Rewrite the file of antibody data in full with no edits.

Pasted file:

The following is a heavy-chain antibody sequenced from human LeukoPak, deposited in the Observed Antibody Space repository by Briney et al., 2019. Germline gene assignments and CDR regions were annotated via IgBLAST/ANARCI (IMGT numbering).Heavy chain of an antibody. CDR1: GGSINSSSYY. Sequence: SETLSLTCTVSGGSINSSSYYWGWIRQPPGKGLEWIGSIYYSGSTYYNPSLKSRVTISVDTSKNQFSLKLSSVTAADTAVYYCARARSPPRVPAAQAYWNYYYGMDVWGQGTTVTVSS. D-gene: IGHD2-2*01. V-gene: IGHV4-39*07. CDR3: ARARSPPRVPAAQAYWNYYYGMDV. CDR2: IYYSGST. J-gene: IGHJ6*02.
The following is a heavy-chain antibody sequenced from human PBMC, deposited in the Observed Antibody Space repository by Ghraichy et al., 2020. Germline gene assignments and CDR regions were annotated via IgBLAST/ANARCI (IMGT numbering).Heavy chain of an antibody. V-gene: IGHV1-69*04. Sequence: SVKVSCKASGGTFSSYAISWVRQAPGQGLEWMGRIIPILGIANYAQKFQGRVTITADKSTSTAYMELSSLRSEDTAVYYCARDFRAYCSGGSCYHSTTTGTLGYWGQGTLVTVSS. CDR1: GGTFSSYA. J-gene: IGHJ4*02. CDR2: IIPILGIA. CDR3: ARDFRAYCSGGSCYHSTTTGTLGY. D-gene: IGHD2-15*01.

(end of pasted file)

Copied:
The following is a heavy-chain antibody sequenced from human LeukoPak, deposited in the Observed Antibody Space repository by Briney et al., 2019. Germline gene assignments and CDR regions were annotated via IgBLAST/ANARCI (IMGT numbering).Heavy chain of an antibody. CDR1: GGSINSSSYY. Sequence: SETLSLTCTVSGGSINSSSYYWGWIRQPPGKGLEWIGSIYYSGSTYYNPSLKSRVTISVDTSKNQFSLKLSSVTAADTAVYYCARARSPPRVPAAQAYWNYYYGMDVWGQGTTVTVSS. D-gene: IGHD2-2*01. V-gene: IGHV4-39*07. CDR3: ARARSPPRVPAAQAYWNYYYGMDV. CDR2: IYYSGST. J-gene: IGHJ6*02.
The following is a heavy-chain antibody sequenced from human PBMC, deposited in the Observed Antibody Space repository by Ghraichy et al., 2020. Germline gene assignments and CDR regions were annotated via IgBLAST/ANARCI (IMGT numbering).Heavy chain of an antibody. V-gene: IGHV1-69*04. Sequence: SVKVSCKASGGTFSSYAISWVRQAPGQGLEWMGRIIPILGIANYAQKFQGRVTITADKSTSTAYMELSSLRSEDTAVYYCARDFRAYCSGGSCYHSTTTGTLGYWGQGTLVTVSS. CDR1: GGTFSSYA. J-gene: IGHJ4*02. CDR2: IIPILGIA. CDR3: ARDFRAYCSGGSCYHSTTTGTLGY. D-gene: IGHD2-15*01.